Biblical Archaeology Review 30:2, March/April 2004

A Tale of Two Meetings

Issue of Antiquities Splits Scholars in Atlanta

By Hershel Shanks

The decision was unanimous: Antiquities collectors are criminals, responsible for the worldwide scourge of looting.

That was the theme of the annual meeting of the American Schools of Oriental Research (ASOR), held in Atlanta late last November. ASOR, the leading professional organization of Near Eastern archaeologists, was only one of several scholarly associations separately encamped in Georgia for their “annual meetings.” Others included the Society of Biblical Literature (SBL), the American Academy of Religion (AAR) and the Near Eastern Archaeological Society (NEAS). In all, more than 9,000 scholars gave well over a thousand papers both obscure and general—from “Bioarchaeological Study of Plastered Skulls” to “Erotic Conversion as a Response to the Priest Pedophilia Crisis” to “Shifting Ethnic Identities in Iron I Northern Moab” to “The Rhetorical Artistry of Aramaic Daniel.”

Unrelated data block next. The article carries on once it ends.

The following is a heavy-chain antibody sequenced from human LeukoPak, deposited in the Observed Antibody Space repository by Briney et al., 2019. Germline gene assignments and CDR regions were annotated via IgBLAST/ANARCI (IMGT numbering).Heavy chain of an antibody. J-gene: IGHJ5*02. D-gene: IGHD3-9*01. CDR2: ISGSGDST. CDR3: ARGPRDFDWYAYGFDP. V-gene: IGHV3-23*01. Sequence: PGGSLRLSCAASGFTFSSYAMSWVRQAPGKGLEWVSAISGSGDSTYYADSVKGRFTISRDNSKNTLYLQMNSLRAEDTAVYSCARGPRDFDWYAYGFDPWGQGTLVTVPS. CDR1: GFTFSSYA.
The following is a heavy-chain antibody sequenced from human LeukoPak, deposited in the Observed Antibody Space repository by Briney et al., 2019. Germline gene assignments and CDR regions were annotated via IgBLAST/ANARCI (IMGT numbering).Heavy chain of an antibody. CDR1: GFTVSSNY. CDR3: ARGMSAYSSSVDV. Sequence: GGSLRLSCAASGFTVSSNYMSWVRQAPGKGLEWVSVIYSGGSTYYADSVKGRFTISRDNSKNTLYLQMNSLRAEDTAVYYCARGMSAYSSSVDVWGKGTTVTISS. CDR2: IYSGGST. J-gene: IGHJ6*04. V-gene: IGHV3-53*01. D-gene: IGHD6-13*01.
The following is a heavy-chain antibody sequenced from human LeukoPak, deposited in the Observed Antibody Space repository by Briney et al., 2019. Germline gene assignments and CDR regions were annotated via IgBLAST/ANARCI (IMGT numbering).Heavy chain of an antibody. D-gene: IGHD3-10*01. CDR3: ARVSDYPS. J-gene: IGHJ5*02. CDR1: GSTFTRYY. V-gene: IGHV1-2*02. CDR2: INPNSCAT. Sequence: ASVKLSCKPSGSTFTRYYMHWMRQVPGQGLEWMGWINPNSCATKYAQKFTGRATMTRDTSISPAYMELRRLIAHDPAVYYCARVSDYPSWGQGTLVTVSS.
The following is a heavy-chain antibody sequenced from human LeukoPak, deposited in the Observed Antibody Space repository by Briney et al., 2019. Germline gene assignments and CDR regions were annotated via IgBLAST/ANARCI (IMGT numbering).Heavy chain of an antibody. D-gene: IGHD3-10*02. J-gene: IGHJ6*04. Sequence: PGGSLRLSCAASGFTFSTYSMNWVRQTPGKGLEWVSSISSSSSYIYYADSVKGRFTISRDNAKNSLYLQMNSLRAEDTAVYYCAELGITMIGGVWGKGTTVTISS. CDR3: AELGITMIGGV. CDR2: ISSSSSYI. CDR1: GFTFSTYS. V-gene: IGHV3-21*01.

Elaborating on the broad-based attack on antiquities collectors, Amir Ganor, head of the Robbery Prevention Unit of the Israel Antiquities Authority (IAA), was explicit: The high-end collectors of museum-quality objects are nothing but “prominent criminals.”

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